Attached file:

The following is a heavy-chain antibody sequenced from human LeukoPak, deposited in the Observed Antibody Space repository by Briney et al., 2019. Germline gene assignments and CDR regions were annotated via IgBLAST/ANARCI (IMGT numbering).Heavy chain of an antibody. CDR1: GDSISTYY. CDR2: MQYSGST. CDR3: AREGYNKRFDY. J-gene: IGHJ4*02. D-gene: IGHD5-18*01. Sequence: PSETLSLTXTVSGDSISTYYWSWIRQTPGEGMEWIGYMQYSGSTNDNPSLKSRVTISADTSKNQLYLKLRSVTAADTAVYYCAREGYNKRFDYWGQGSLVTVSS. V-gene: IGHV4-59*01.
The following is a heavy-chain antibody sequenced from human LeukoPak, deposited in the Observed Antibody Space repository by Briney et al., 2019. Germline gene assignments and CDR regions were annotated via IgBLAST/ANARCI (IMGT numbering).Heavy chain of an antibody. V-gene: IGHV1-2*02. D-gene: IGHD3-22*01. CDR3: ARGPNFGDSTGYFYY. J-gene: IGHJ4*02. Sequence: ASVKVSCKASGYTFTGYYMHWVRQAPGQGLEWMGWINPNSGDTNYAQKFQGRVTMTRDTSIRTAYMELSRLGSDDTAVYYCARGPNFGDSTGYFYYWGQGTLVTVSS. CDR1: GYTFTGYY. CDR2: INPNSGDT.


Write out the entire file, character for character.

The following is a heavy-chain antibody sequenced from human LeukoPak, deposited in the Observed Antibody Space repository by Briney et al., 2019. Germline gene assignments and CDR regions were annotated via IgBLAST/ANARCI (IMGT numbering).Heavy chain of an antibody. CDR1: GDSISTYY. CDR2: MQYSGST. CDR3: AREGYNKRFDY. J-gene: IGHJ4*02. D-gene: IGHD5-18*01. Sequence: PSETLSLTXTVSGDSISTYYWSWIRQTPGEGMEWIGYMQYSGSTNDNPSLKSRVTISADTSKNQLYLKLRSVTAADTAVYYCAREGYNKRFDYWGQGSLVTVSS. V-gene: IGHV4-59*01.
The following is a heavy-chain antibody sequenced from human LeukoPak, deposited in the Observed Antibody Space repository by Briney et al., 2019. Germline gene assignments and CDR regions were annotated via IgBLAST/ANARCI (IMGT numbering).Heavy chain of an antibody. V-gene: IGHV1-2*02. D-gene: IGHD3-22*01. CDR3: ARGPNFGDSTGYFYY. J-gene: IGHJ4*02. Sequence: ASVKVSCKASGYTFTGYYMHWVRQAPGQGLEWMGWINPNSGDTNYAQKFQGRVTMTRDTSIRTAYMELSRLGSDDTAVYYCARGPNFGDSTGYFYYWGQGTLVTVSS. CDR1: GYTFTGYY. CDR2: INPNSGDT.